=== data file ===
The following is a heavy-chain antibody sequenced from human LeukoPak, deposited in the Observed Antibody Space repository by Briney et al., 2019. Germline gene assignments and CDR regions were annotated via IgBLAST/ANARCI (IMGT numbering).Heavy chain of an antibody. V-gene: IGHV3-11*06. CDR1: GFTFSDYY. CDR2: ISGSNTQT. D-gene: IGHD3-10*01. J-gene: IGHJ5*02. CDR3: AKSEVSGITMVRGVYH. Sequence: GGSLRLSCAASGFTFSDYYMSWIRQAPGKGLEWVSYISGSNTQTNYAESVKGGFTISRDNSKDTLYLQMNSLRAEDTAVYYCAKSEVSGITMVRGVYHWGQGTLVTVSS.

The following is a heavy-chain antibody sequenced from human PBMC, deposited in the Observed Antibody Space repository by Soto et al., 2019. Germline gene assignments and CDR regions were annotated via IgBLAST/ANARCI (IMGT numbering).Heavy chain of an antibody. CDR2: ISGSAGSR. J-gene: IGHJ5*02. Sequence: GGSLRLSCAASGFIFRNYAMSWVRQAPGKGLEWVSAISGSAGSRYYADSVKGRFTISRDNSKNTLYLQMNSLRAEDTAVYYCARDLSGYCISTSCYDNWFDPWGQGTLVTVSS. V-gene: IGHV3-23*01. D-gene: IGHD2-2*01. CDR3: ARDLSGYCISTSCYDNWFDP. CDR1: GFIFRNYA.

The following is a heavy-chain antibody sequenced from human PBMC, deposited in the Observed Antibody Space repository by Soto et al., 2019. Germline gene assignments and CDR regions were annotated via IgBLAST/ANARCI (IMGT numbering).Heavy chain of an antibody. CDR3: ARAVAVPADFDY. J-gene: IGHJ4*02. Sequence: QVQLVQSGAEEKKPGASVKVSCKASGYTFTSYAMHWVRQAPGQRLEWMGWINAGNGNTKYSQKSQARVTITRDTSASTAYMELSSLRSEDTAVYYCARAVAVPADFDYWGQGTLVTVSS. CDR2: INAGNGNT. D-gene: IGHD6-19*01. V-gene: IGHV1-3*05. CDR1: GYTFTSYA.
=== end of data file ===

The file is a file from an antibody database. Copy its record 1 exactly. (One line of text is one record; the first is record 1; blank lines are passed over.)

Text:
The following is a heavy-chain antibody sequenced from human LeukoPak, deposited in the Observed Antibody Space repository by Briney et al., 2019. Germline gene assignments and CDR regions were annotated via IgBLAST/ANARCI (IMGT numbering).Heavy chain of an antibody. V-gene: IGHV3-11*06. CDR1: GFTFSDYY. CDR2: ISGSNTQT. D-gene: IGHD3-10*01. J-gene: IGHJ5*02. CDR3: AKSEVSGITMVRGVYH. Sequence: GGSLRLSCAASGFTFSDYYMSWIRQAPGKGLEWVSYISGSNTQTNYAESVKGGFTISRDNSKDTLYLQMNSLRAEDTAVYYCAKSEVSGITMVRGVYHWGQGTLVTVSS.